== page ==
It was a brilliant idea to juxtapose songs by two of the greatest pianist-composers in musical history, two legendary virtuosos who no doubt will for ever be remembered more for their instrumental music than for their songs. This is a pity, since both wrote songs, romances, of utmost beauty with great understanding of the human voice. Moreover the songs should be of interest also to piano freaks, as neither of them lowered their standards of technical prowess just because they wrote songs. I remember almost twenty years ago when I was involved in a charity gala with guest artists: one soprano sent the piano part for Rachmaninov’s Spring torrents (tr. 6 on this disc) to a local pianist who could play practically anything at sight; this time he complained loudly: This was the most difficult thing I have ever played. Of course he played it to perfection, but it still shows the technical level and Ms Dionne’s Canadian accompanist Louise-Andrée Baril no doubt had some sweaty hours during the recording sessions. The outcome is excellent, however, and besides the jubilant gusts of wind in Spring torrents she shows her mettle in the tense Dissonance). In the Liszt section she also impresses in Enfant, si j’étais roi.
Spring torrents also brings out the best of Chantal Dionne with incisive tone and intensity, but as I said, it is mainly the more inward, lyrical songs that are the most appealing: Zdes’ khorosho, the beautiful Siren and Muza to mention the cream. Among the Liszt songs Bist du is sung with exquisite phrasing, Es muss ein Wunderbaren sein, one of the best known songs here, is lovely. The lively Comment, disaient-ils is done with great charm. It seems that she is most at ease in the French songs, which is also profitable for the masterpiece among Liszt’s songs, Oh! Quand je dors, where she darkens the tone. Similarly impressive is Et soudain mon rêve rayonnera! where the tension and intensity is well judged.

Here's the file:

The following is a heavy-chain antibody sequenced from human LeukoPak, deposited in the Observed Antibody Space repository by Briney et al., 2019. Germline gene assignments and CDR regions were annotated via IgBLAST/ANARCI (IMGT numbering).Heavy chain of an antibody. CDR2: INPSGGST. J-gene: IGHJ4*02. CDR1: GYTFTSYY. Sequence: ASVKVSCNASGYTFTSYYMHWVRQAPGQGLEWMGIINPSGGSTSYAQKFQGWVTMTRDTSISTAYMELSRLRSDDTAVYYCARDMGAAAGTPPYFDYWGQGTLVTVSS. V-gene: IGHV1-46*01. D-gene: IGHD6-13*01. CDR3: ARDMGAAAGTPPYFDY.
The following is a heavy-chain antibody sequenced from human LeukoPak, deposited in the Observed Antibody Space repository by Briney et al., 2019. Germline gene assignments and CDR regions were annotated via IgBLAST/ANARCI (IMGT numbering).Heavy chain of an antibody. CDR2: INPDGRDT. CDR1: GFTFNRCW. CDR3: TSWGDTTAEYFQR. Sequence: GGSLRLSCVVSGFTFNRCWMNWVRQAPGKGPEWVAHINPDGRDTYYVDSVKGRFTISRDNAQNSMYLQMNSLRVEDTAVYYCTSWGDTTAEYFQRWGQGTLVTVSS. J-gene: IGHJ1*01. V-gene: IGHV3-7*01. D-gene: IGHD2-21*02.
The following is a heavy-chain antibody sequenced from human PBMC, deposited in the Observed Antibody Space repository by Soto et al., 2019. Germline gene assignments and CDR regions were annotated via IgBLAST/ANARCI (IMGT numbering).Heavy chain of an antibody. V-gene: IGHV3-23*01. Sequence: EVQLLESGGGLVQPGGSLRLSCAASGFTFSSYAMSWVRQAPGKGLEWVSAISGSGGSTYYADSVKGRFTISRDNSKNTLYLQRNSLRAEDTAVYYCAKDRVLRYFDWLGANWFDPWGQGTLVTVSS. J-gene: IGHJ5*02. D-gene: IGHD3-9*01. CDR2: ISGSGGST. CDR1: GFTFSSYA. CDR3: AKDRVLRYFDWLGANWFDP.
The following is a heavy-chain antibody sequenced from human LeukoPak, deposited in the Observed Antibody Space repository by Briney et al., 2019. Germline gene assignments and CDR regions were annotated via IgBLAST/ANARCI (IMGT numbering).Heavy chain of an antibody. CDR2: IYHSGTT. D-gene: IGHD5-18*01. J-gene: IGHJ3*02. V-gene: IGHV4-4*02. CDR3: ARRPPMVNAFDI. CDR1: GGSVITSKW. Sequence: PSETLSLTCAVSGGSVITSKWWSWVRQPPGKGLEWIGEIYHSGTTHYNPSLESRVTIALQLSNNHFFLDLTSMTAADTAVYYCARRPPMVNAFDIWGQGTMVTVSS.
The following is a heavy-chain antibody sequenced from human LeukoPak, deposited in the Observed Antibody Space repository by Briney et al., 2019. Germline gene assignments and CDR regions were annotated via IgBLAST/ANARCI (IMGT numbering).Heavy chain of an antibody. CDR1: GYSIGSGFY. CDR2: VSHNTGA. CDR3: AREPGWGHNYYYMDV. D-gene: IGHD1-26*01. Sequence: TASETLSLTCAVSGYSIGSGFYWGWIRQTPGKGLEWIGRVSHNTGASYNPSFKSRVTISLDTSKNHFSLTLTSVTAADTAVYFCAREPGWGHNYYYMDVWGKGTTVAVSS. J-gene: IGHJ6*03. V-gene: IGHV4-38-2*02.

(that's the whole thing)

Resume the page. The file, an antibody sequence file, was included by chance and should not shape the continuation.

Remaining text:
As for comparisons it is a bit unfair to choose Söderström and – in the case of Liszt – Brigitte Fassbaender on a DG recording from the 1980s, and set them against a relative newcomer. That said, anyone who exposes herself in a field like this has to face competition. At a second listening I was admittedly more indulgent about the hardness of tone and there is indeed a lot to admire. In due time she will surely deepen her interpretative insights further and being second best in comparison with Elisabeth Söderström and Brigitte Fassbaender isn’t so bad after all.
The booklet has biographies of the artists and an interesting essay on the songs by Lucie Renaud in both French and English. The layout of the sung texts is a bit strange. When songs are sung in Russian (Rachmaninov) or German (Liszt) the original texts are printed at the bottom of the page with the French and English translations at the top in line-by-line mode, though the contents of the adjacent lines does not always correspond properly. Le joueur de chalumeau (The Pied Piper), sung in French, has all the French text, in two columns on one page and to follow the English translation, also in two columns, one has to turn the page. Quite impractical. One shouldn’t be too finicky, though – today one can’t always take it for granted that texts are provided at all. The recorded sound is well balanced and on the whole I derived a great deal of pleasure from this disc – with the qualifications I have accounted for above. I look forward to hearing more of Chantal Dionne.
Göran Forsling